Understanding Your Duties and Responsibilities as a Director

The board of directors make strategic and operational decisions for a Company and are responsible for ensuring that the company meets its statutory obligations. Individual directors participate in board meetings to enable the board to reach decisions and ensure that the company’s obligations are fulfilled. It is important for a director to understand and adhere to the duties that are imposed upon them to prevent a breach of duties.


To act within their powers (s171)
Act in accordance with the powers set out in the company’s Articles of Association and other resolutions or agreements.

To promote the success of the company (s172)
Act in a way they consider to be in good faith and promote the success of the company for the benefit of the members.

Examples of considerations are:
the likely consequences of any decision in the long term
the interests of the company’s employees
the need to foster the company’s business relationships with suppliers, customers and others
the impact of the company’s operations on the community and the environment
the desirability of the company maintaining a reputation for high standards of business conduct
the need to act fairly as between members of the company

To exercise independent judgement (s173)
It should be noted that there are circumstances when a director’s ability to exercise independent judgement is restricted when acting in accordance with an agreement entered into by a company or by a company’s constitution. The circumstances are recognised and noted in the Act.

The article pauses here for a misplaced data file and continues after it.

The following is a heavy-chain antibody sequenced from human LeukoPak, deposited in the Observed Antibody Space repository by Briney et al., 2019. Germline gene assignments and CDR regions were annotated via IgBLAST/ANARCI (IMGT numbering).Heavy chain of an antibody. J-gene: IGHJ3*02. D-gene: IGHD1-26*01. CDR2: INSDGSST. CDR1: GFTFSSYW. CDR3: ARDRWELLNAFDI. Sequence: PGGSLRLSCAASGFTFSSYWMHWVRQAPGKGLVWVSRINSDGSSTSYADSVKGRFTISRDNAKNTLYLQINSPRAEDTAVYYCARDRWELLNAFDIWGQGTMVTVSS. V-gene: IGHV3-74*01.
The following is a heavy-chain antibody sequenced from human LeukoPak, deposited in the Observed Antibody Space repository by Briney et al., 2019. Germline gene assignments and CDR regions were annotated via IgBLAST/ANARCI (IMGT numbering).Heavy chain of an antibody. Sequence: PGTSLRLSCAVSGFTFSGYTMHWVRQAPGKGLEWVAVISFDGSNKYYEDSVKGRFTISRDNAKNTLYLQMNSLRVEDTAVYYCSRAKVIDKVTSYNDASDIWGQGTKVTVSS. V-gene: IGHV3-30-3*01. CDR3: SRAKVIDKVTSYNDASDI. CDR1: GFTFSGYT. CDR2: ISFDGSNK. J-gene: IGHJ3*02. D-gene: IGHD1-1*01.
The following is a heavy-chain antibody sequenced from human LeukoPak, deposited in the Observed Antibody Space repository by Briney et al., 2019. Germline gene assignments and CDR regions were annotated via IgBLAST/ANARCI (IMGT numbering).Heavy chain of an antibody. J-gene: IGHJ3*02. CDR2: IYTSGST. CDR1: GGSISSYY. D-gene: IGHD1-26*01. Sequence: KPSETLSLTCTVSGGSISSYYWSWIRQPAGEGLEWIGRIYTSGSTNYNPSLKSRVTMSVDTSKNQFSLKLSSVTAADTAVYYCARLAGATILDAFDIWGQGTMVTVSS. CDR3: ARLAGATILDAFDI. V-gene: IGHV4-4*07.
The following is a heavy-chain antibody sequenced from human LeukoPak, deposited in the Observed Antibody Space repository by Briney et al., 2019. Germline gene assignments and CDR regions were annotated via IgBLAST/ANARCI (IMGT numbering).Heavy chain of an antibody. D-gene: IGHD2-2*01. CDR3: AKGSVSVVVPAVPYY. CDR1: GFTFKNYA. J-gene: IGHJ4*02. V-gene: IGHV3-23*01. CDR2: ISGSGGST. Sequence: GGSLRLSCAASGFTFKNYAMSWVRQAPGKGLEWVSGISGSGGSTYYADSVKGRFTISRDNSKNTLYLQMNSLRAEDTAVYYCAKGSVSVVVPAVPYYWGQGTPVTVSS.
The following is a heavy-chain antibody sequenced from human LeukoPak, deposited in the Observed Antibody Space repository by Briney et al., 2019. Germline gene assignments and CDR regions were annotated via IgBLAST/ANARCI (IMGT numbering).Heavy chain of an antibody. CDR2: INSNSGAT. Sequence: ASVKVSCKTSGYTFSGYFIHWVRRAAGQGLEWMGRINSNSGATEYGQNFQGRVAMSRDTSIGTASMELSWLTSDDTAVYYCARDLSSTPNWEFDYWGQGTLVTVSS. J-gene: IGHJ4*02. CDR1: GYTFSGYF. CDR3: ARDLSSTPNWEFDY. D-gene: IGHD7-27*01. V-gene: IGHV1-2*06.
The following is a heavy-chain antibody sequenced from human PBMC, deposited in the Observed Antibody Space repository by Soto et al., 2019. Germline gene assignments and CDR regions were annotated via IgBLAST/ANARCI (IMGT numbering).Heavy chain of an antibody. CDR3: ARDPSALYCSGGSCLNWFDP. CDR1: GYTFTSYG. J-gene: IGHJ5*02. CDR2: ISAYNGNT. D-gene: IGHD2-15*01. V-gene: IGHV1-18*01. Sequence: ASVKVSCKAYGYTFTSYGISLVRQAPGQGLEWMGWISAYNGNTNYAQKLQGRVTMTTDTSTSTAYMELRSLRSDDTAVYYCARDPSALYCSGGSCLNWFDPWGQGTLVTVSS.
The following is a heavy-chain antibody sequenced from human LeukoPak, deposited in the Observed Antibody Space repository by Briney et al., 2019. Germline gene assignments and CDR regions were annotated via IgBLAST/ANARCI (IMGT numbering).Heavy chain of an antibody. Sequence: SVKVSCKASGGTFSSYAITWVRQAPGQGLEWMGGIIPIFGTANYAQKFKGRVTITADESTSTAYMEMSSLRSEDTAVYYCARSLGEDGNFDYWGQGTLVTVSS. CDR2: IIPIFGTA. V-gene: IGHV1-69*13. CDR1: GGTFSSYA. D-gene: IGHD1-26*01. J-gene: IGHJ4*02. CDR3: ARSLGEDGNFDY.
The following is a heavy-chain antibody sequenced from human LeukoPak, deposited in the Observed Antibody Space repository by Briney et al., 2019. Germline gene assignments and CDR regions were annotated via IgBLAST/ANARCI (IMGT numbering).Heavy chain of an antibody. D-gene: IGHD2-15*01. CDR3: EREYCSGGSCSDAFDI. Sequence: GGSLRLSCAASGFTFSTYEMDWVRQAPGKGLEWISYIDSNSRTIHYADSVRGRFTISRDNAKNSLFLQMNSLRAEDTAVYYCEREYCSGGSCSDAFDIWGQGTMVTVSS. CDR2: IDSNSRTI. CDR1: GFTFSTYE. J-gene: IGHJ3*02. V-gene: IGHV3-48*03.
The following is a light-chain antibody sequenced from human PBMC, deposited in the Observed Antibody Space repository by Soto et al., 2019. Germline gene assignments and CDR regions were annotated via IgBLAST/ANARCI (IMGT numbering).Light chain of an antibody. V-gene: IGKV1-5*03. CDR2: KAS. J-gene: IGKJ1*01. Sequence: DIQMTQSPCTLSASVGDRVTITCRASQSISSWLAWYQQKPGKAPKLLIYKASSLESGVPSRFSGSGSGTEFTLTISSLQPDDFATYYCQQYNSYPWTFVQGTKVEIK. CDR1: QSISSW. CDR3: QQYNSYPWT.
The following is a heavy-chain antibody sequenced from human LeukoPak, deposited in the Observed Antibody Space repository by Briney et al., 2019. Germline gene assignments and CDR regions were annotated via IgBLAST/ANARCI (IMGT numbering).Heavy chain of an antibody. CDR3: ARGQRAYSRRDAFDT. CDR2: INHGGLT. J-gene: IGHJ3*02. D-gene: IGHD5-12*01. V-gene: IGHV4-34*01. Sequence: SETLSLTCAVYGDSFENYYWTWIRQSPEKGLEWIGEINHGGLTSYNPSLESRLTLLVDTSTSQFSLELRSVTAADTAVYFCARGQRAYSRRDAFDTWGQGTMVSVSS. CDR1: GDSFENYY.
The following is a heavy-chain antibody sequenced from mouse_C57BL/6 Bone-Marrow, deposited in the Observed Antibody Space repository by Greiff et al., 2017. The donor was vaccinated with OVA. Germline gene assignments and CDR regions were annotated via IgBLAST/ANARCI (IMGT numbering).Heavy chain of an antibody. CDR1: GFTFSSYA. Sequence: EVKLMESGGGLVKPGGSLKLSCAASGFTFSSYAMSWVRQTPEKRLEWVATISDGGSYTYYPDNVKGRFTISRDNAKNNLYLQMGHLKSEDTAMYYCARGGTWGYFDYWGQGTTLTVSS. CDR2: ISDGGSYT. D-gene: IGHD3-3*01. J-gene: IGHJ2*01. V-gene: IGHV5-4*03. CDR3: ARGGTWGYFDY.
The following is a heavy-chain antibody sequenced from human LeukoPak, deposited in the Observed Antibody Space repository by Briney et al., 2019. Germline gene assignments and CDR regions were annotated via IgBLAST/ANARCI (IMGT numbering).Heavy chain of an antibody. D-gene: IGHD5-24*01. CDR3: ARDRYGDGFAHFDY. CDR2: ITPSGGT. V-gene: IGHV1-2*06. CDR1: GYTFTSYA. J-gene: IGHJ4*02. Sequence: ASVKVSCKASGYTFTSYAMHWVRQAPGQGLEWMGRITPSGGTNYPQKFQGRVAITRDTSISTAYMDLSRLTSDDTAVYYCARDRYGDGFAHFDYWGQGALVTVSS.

To exercise reasonable care, skill and diligence (s174)
A director is required to exercise reasonable care, skill and diligence. The Act bases this on subjective and objective tests, meaning that the care, skills and diligence exercised by a reasonably diligent person with the general knowledge, skill and experience that may reasonably be experienced of a person carrying out the functions (subjective test) and the general knowledge, skill and experience that the director has (objective test).

To avoid conflict of interest (s175)
Directors must avoid circumstances where they may have a direct or indirect interest, which does or could potentially conflict with the interests of the company. Such conflicts may be avoided if the board have authorised the matter.

Not to accept benefits from third parties (s176)
A director must not accept benefits from third parties relating to their position as a director of the Company. This duty is designed to prevent a conflict of interest. Unlike the duty to avoid conflicts of interest, there is no provision for the board to authorise the benefit.

To declare interests in any proposed transaction or arrangement (s177)
A director must declare a direct or indirect interest in a proposed transaction or arrangement. In this respect, a director is treated as being either aware or ought to have been aware of the interest. Failure to declare an interest, may result in the transaction or arrangement being void and potential for the director to face a criminal penalty. It is the responsibility of the directors to understand and act in accordance with their duties under the Companies Act and failure to comply can result in penalties for a range of offences such as fraudulent trading, failure to keep proper accounting records and other offences relating to the statutory financial statements, destroying, mutilating or falsifying company records and failure to maintain or update statutory registers. Financial penalties for such offences can be up to £5,000, with certain offences punishable by a prison sentence. These include making false or deceptive statements.